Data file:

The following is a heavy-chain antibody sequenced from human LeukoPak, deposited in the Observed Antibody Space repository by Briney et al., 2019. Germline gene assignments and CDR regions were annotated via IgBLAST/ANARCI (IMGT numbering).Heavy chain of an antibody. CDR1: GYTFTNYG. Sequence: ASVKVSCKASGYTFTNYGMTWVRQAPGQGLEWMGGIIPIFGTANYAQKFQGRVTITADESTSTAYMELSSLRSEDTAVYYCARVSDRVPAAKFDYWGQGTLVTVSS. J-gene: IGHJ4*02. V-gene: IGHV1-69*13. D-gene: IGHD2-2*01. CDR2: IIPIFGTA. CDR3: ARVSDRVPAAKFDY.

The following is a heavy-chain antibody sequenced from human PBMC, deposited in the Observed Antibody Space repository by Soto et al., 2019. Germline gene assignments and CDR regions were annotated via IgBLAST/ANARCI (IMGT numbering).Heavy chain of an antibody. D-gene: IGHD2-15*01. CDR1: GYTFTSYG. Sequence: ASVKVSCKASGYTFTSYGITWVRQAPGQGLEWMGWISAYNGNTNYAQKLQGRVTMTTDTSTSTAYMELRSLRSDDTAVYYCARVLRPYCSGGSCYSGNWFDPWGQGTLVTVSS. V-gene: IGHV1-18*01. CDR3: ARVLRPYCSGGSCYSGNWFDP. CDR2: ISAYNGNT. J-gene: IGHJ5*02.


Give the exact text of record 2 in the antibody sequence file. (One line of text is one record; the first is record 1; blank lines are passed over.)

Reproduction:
The following is a heavy-chain antibody sequenced from human PBMC, deposited in the Observed Antibody Space repository by Soto et al., 2019. Germline gene assignments and CDR regions were annotated via IgBLAST/ANARCI (IMGT numbering).Heavy chain of an antibody. D-gene: IGHD2-15*01. CDR1: GYTFTSYG. Sequence: ASVKVSCKASGYTFTSYGITWVRQAPGQGLEWMGWISAYNGNTNYAQKLQGRVTMTTDTSTSTAYMELRSLRSDDTAVYYCARVLRPYCSGGSCYSGNWFDPWGQGTLVTVSS. V-gene: IGHV1-18*01. CDR3: ARVLRPYCSGGSCYSGNWFDP. CDR2: ISAYNGNT. J-gene: IGHJ5*02.